Types Of Bank

Topics: Bank, Fractional-reserve banking, Central bank Pages: 5 (1825 words) Published: December 6, 2014
Banking: F209

A bank is a financial intermediary that accepts deposits and channels those deposits into lending activities, either directly by loaning or indirectly through capital markets. A bank links together customers that have capital deficits and customers with capital surpluses. Due to their importance in the financial system and influence on national economies, banks are highly regulated in most countries. Most nations have institutionalized a system known as fractional reserve banking, under which banks hold liquid assets equal to only a portion of their current liabilities. In addition to other regulations intended to ensure liquidity, banks are generally subject to minimum capital requirements based on an international set of capital standards, known as the Basel Accords.

"A banker ... is a trader who buys money, or money and debts, by creating other debts, which he does with his credit - exchanging for a debt payable in the future one payable on demand…………….. the United States Supreme Court (Austen) "A banker (is) a dealer in capital, or, more properly, a dealer in money. He is an intermediate party between the borrower and the lender. He borrows of one party and lends to another."……….. the United States Supreme Court (Austen) Banking: In general terms, the business activity of accepting and safeguarding money owned by other individuals and entities, and then lending out this money in order to earn a profit. Classification of banks: (Ownership Basis)

State Owned bank: A public bank is a bank, a financial institution, in which a state or public actors are the owners. It is a company under state control. Private Banks are banks owned by either an individual or a general partner(s) with limited partner(s). Private Banks are not incorporated. In any such case, the creditors can look to both the "entirety of the bank's assets" as well as the entirety of the sole-proprietor's/general-partners' assets. There were many private banks in Europe, but most have now become incorporated companies, so the term is rarely true anymore. Today, the term "private bank" can also refer to the financial institution specializing in financial advice and services for high-net-worth individuals (private banking). "Private Banks" can also refer to non-government owned banks in general, in contrast to government-owned (or nationalized) banks, which were prevalent in communist, socialist and some social democratic states in the 20th century Govt & Private Banks are banks owned by both govt. and private sector. Autonomous Bank: Autonomous or semi-autonomous banking organization entrusted by a government to administer certain key monetary functions, such as to (1) issue, manage, and preserve value of the country's currency, (2) regulate the amount of money supply, (3) supervise the operations of commercial banks, (4) and serve as a banker's bank and the local lender of last resort.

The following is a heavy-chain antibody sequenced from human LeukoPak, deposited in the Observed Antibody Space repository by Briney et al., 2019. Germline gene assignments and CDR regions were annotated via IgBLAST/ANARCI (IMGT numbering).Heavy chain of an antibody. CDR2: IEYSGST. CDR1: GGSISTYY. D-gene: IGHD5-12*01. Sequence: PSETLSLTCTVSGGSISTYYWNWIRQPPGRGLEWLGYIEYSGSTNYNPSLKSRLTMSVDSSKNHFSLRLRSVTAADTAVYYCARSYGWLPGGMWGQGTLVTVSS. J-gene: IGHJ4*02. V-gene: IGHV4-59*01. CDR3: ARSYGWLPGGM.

Classification of banks: (Function Basis)
Central bank: A central bank, reserve bank, or monetary authority is an institution that manages a state's currency, money supply, and interest rates. Central banks also usually oversee the commercial banking system of their respective countries. In contrast to a commercial bank, a central bank possesses a monopoly on increasing the amount of money in the nation, and usually also prints the national currency which usually serves as the nation's legal tender. Examples include the European Central Bank (ECB) and the Federal Reserve of the United States. The primary function of a central bank is to manage the nation's money supply (monetary policy), through active duties such as managing interest rates, setting the reserve requirement, and acting as a lender of last resort to the banking sector during times of bank insolvency or financial crisis. Central banks usually also have supervisory powers, intended to prevent bank runs and to reduce the risk that commercial banks and other financial institutions engage in...
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